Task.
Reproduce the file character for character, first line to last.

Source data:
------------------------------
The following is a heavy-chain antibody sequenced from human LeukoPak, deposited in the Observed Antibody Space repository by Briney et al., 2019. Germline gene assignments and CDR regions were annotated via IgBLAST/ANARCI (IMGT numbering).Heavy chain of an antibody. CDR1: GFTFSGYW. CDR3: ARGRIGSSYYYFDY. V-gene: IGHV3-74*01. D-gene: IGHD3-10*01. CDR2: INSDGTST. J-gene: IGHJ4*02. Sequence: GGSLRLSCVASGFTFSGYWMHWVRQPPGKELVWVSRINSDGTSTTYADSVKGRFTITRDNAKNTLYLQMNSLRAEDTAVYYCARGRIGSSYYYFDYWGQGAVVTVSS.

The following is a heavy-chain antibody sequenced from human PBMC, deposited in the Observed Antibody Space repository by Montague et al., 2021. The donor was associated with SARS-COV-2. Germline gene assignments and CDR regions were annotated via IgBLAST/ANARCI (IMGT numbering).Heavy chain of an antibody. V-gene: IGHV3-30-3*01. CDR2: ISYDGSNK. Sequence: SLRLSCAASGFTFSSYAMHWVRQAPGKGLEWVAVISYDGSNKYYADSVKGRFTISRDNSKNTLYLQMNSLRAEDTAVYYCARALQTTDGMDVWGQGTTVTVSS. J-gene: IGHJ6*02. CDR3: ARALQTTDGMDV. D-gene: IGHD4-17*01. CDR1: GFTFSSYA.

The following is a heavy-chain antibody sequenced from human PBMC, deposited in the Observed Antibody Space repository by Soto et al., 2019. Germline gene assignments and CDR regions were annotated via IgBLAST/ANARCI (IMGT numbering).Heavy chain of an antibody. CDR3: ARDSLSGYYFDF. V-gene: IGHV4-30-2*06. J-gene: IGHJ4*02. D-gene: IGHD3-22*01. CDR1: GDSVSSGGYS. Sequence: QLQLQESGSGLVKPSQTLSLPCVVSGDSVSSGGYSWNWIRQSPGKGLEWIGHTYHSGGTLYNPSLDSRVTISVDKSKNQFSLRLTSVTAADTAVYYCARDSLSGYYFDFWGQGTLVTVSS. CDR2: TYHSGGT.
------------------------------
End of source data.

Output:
The following is a heavy-chain antibody sequenced from human LeukoPak, deposited in the Observed Antibody Space repository by Briney et al., 2019. Germline gene assignments and CDR regions were annotated via IgBLAST/ANARCI (IMGT numbering).Heavy chain of an antibody. CDR1: GFTFSGYW. CDR3: ARGRIGSSYYYFDY. V-gene: IGHV3-74*01. D-gene: IGHD3-10*01. CDR2: INSDGTST. J-gene: IGHJ4*02. Sequence: GGSLRLSCVASGFTFSGYWMHWVRQPPGKELVWVSRINSDGTSTTYADSVKGRFTITRDNAKNTLYLQMNSLRAEDTAVYYCARGRIGSSYYYFDYWGQGAVVTVSS.

The following is a heavy-chain antibody sequenced from human PBMC, deposited in the Observed Antibody Space repository by Montague et al., 2021. The donor was associated with SARS-COV-2. Germline gene assignments and CDR regions were annotated via IgBLAST/ANARCI (IMGT numbering).Heavy chain of an antibody. V-gene: IGHV3-30-3*01. CDR2: ISYDGSNK. Sequence: SLRLSCAASGFTFSSYAMHWVRQAPGKGLEWVAVISYDGSNKYYADSVKGRFTISRDNSKNTLYLQMNSLRAEDTAVYYCARALQTTDGMDVWGQGTTVTVSS. J-gene: IGHJ6*02. CDR3: ARALQTTDGMDV. D-gene: IGHD4-17*01. CDR1: GFTFSSYA.

The following is a heavy-chain antibody sequenced from human PBMC, deposited in the Observed Antibody Space repository by Soto et al., 2019. Germline gene assignments and CDR regions were annotated via IgBLAST/ANARCI (IMGT numbering).Heavy chain of an antibody. CDR3: ARDSLSGYYFDF. V-gene: IGHV4-30-2*06. J-gene: IGHJ4*02. D-gene: IGHD3-22*01. CDR1: GDSVSSGGYS. Sequence: QLQLQESGSGLVKPSQTLSLPCVVSGDSVSSGGYSWNWIRQSPGKGLEWIGHTYHSGGTLYNPSLDSRVTISVDKSKNQFSLRLTSVTAADTAVYYCARDSLSGYYFDFWGQGTLVTVSS. CDR2: TYHSGGT.